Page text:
Cybersquatting & Domain Dispute Lawyer Attorney Law Firm - Bob Marley's "WAILERS" Win Cybersquatting Lawsuit

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2008.01.04

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The court got the first use date wrong for the wailers. It was earlier than 1969, likely 1963. In 1963, Bob Marley, Bunny Livingston, Peter McIntosh, Junior Braithwaite, Beverley Kelso, and Cherry Smith formed a ska and rocksteady group, calling themselves "The Teenagers". They later changed their name to "The Wailing Rudeboys", then to "The Wailing Wailers", and finally to "The Wailers". By 1966, Braithwaite, Kelso, and Smith had left The Wailers, leaving the core trio of Marley, Livingston, and McIntosh.

In 1966, Marley married Rita Anderson, and moved near his mother's residence in Wilmington, Delaware for a short time, during which he worked as a DuPont lab assistant and on the assembly line at a Chrysler plant, under the alias Donald Marley. Upon returning to Jamaica, Marley became a member of the Rastafari movement, and started to wear his trademark dreadlocks (see the religion section for more on Marley's religious views).
After a conflict with Dodd, Marley and his band teamed up with Lee "Scratch" Perry and his studio band, The Upsetters. Although the alliance lasted less than a year, they recorded what many consider The Wailers' finest work. Marley and Perry split after a dispute regarding the assignment of recording rights, but they would remain friends and work together again.
Between 1968 and 1972, Bob and Rita Marley, Peter McIntosh and Bunny Livingston re-cut some old tracks with JAD Records in Kingston and London in an attempt to commercialize The Wailers' sound. Livingston later asserted that these songs "should never be released on an album … they were just demos for record companies to listen to."

The Wailers' first album, Catch A Fire, was released worldwide in 1973, and sold well. It was followed a year later by Burnin', which included the songs "Get Up, Stand Up" and "I Shot The Sheriff". Eric Clapton made a hit cover of "I Shot the Sheriff" in 1974, raising Marley's international profile.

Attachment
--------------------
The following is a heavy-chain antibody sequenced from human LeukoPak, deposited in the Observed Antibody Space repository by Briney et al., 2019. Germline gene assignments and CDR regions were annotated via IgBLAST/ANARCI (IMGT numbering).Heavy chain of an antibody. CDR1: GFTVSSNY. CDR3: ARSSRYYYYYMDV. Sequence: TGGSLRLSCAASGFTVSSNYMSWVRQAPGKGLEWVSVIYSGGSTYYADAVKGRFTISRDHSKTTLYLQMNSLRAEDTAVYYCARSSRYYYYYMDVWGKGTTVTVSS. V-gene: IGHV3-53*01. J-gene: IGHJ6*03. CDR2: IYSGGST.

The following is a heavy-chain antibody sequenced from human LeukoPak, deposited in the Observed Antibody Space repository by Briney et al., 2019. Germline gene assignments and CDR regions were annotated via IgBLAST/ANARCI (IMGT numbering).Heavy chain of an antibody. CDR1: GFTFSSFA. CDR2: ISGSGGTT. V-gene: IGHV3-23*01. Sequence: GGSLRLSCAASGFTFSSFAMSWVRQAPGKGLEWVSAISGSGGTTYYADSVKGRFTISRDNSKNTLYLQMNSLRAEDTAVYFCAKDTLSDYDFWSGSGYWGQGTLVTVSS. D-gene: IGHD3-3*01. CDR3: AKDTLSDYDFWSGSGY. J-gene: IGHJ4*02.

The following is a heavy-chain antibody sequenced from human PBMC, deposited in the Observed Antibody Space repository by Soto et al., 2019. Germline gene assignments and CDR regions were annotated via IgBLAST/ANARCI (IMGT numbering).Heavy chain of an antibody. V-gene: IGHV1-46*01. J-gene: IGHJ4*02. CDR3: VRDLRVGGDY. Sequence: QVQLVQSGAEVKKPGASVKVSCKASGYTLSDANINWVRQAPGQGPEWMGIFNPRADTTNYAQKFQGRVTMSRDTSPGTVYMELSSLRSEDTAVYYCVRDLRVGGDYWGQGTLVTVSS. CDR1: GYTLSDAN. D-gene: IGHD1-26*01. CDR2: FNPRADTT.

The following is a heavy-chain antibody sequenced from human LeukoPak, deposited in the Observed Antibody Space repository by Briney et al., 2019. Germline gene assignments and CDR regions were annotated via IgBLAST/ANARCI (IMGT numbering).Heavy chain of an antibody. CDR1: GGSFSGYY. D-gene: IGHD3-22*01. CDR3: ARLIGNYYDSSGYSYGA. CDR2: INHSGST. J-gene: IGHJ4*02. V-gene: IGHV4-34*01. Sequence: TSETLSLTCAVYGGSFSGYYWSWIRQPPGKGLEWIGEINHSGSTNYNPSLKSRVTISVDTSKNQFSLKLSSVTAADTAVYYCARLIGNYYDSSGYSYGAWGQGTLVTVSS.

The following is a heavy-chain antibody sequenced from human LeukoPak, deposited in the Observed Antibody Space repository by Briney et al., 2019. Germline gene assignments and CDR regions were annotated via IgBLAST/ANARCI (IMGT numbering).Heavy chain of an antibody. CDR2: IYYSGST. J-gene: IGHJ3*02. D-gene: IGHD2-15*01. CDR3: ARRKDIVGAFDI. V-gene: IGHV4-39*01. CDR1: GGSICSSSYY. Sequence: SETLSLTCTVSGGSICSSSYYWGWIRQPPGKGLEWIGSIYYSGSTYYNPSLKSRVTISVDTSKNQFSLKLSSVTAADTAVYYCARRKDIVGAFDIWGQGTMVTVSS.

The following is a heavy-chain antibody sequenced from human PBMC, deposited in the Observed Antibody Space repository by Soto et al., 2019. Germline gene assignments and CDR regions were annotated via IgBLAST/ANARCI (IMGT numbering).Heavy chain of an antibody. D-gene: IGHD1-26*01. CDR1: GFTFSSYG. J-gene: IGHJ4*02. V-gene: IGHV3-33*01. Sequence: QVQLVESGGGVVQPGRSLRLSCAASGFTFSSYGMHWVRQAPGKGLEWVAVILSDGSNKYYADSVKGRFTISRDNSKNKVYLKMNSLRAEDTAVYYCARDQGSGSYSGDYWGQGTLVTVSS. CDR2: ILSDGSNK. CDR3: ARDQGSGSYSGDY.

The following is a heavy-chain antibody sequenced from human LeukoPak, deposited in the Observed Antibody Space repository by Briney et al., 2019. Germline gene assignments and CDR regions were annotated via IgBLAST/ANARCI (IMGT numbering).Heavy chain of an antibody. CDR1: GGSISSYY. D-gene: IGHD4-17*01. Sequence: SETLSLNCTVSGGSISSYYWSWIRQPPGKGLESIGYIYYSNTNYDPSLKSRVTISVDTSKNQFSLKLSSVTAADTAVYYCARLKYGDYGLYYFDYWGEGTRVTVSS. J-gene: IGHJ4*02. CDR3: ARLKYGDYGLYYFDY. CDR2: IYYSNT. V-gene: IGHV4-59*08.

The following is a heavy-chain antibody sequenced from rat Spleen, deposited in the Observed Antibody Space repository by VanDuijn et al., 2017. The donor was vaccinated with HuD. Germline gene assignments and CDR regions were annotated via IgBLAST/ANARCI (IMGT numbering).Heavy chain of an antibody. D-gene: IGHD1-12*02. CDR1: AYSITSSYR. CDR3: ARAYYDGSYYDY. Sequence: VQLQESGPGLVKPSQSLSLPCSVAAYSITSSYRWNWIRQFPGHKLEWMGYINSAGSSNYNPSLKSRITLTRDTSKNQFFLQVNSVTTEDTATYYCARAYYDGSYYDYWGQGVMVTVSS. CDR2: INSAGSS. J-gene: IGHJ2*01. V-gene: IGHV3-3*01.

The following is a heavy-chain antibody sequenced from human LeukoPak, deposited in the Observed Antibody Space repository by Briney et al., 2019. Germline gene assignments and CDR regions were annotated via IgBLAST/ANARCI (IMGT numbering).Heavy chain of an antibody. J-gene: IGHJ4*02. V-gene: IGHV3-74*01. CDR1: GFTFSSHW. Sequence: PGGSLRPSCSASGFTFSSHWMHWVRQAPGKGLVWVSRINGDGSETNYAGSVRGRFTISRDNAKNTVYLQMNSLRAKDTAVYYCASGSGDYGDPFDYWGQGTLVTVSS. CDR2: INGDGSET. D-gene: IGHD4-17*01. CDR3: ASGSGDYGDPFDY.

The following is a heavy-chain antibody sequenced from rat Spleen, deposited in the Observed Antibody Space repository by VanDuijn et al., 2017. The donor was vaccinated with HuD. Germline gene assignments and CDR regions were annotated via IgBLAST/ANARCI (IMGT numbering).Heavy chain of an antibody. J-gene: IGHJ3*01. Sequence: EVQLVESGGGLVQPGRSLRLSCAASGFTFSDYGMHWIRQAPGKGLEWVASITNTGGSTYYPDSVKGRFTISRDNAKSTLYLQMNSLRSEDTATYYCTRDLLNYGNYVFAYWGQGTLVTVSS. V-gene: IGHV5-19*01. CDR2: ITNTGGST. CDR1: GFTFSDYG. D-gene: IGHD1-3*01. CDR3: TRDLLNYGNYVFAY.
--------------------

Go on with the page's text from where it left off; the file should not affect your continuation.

The Wailers broke up in 1974 with each of the three main members going on to pursue solo careers. The reason for the breakup is shrouded in conjecture; some believe that there were disagreements amongst Livingston, McIntosh, and Marley concerning performances, while others claim that Livingston and McIntosh simply preferred solo work. McIntosh began recording under the name Peter Tosh, and Livingston continued as Bunny Wailer.

Did the band regroup after my death?

When someone registers a domain name or URL which infringes on your trademark, you must send what is known as a threat letter noting your trademark rights are superior. It doesn't have to be threatening. It is really a trademark notice letter, advising a third party that you have superior rights and that their domain name infringes on your trademark rights. In most instances, the infringer will re-brand. The best reason to monitor domain registrations and trademark registrations is to catch any problems early,before the other person becomes too heavily invested in the domain name to give it up.

Interesting. Many companies devote the resources to achieve trademark registration, but fail to protect their marks after registration is achieved. The same is true of domain name registration. Companies need to learn that they must monitor third party uses of their mark and send a trademark infringement threat letter where appropriate. They need to monitor domain registrations and URL uses which might infringement their marks as well. Companies that aren't sending infringement threat letters aren't protecting their marks. With our global economy virtually every mark is being threatened by third party use, most of which is unintentional. Even unintentional infringement can cause you to lose your trademark rights.

Why don't more companies protect their trademarks against third party infringement?

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